JP: Barnabás, that particular music is in your blood. Your grandfather was a legendary gypsy violinist in the 1930s, the ‘prímás’ violinist Pali Pertis. How did his work and that playing shape you?

BK: I can play several tunes in that style but one can’t compare my gypsy music playing with those who focus their lives on it. This year, though, it’s particularly – and very sadly – special to explore this music, as the festival will mark 80 years since the Hungarian Holocaust. We will remember their lives and legacy with a special concert at the biggest synagogue in Europe, which holds more than 2000 people. We will also have klezmer music and traditional Jewish dances so that our students can understand and remember. The Festival is a bridge for all nations. In a way, we all came from the same roots; in the folk music especially, there is always a meeting point. We may be far apart in geography but we are close in music.

JP: How important is the location to this Festival – what does Budapest lend the music?

KK: We have a wide range of settings. Barnabás mentioned the Art Nouveau Dohány Street Synagogue; but on other days, we will visit three different churches, the Liszt Academy (both its large main hall and the Solti Hall), and we have The Hungarian House of Music. This is an incredible new centre built by a world-famous Japanese architect for Budapest’s Central Park. Our opening performances there will be a production of ‘Young Barbarians’, an incredible (subtitled) play inspired by Bartók and Kodaly’s lives and friendship, performed by the Cluj State Theatre, a theatre company from Transylvania.

Joshua Bell, Nicolas Altstaedt, Barnabás Kelemen, Kati Kokas, Dóra Kokas Photo  Andrea felvégi

Joshua Bell, Nicolas Altstaedt, Barnabás Kelemen, Kati Kokas, Dóra Kokas (photo: Andrea Felvégi)

JP: The breadth of spaces and repertoire is huge. Joshua Bell, one of your many international visitors, has commented how unique it is for a festival to pair classical concert repertoire with Hungarian folk music and gypsy folk music, treating them with equal seriousness. What does a classical instrumentalist learn from such variety?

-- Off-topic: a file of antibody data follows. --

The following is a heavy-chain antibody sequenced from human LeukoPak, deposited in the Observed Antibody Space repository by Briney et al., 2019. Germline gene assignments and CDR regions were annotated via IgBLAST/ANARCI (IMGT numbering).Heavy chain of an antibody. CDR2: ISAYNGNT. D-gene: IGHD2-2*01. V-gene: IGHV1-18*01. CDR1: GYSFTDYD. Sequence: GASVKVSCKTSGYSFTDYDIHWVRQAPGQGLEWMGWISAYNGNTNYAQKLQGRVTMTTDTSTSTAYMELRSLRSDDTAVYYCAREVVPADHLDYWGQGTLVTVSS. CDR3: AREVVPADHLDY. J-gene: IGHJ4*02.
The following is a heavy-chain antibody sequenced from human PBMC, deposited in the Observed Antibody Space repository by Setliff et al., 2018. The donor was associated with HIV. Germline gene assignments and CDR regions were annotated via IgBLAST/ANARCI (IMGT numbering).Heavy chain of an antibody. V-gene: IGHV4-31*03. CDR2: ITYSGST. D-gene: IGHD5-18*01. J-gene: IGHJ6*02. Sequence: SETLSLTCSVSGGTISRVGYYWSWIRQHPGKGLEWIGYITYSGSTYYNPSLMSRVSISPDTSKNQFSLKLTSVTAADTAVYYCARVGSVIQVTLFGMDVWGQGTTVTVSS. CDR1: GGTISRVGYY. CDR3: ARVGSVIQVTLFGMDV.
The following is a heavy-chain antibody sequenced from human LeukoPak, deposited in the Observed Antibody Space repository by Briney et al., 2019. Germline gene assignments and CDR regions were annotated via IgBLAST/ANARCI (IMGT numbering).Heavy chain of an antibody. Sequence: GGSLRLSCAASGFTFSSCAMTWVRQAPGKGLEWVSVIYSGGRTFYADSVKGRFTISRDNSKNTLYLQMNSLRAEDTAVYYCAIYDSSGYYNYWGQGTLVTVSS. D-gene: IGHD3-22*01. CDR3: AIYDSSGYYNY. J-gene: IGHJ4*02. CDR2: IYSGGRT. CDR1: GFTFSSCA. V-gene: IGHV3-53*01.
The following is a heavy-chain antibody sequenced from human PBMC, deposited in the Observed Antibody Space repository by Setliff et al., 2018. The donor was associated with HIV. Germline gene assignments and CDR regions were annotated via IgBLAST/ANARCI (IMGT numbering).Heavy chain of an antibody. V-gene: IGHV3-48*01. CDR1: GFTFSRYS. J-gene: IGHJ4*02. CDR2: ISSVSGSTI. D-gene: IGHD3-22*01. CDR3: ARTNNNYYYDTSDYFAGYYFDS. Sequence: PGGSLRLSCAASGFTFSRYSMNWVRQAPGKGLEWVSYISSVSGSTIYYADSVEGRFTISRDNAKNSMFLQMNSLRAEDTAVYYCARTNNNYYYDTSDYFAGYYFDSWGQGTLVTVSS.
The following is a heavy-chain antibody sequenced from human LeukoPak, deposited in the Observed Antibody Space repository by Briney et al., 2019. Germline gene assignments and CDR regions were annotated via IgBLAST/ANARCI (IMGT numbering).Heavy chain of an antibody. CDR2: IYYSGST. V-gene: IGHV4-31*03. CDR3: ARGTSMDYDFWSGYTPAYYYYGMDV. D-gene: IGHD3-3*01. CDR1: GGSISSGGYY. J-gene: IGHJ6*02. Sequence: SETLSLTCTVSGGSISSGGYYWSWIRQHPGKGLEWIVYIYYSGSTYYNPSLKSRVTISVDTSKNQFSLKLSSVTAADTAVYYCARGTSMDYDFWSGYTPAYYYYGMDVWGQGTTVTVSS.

BK: You hear something which is almost impossible to learn. But to feel it – to get it inside you – is a necessity if you want to play Brahms, Dvořák and Liszt. They were all inspired by this music. We must make a distinction between Hungarian folk music and gypsy music. If we talk about composers who experimented with Hungarian music, they thought it was only the gypsy music heard in restaurants; that started when the big cities developed, when social gatherings at weddings and restaurants began to have more and more of this sophisticated gypsy music. But much of this music comes from the time of the war with Austria; it was a type of Hungarian music pleading to be proud, hold together and be free. We were fighting for freedom after hundreds of years of occupation by Austria. 80-90% of this music is in a minor key, much of it can be connected to klezmer, and it’s filled with incredible virtuosity. This is what Joshua Bell was talking about; dancing music, folk dances and folk bands have been with the festival for years. It presents a different style for many of our students.

KK: We must not just respect this music but help spread it among the best artists in the world. This culture can be easily forgotten and lost. Gypsy musicians represent generations of amazing players from across the centuries. They say their babies are ‘born with a bow’; they’re born into this very intense and serious work, and we should take it as seriously, scientifically, and passionately as they do. Many today study it as kids but then become taxi drivers because there is no work for them here in Hungary. There are even tax reductions for some restaurants in Budapest if they give jobs to gypsy orchestras, to try to sustain them. They are in big trouble and we are in danger of losing this tradition, so we are trying to fight for this amazing culture.

JP: The questions of legacy and example are also at the heart of the International Ilona Fehér Violin Competition, which takes place right before your summer festival. How does this reflect your mission?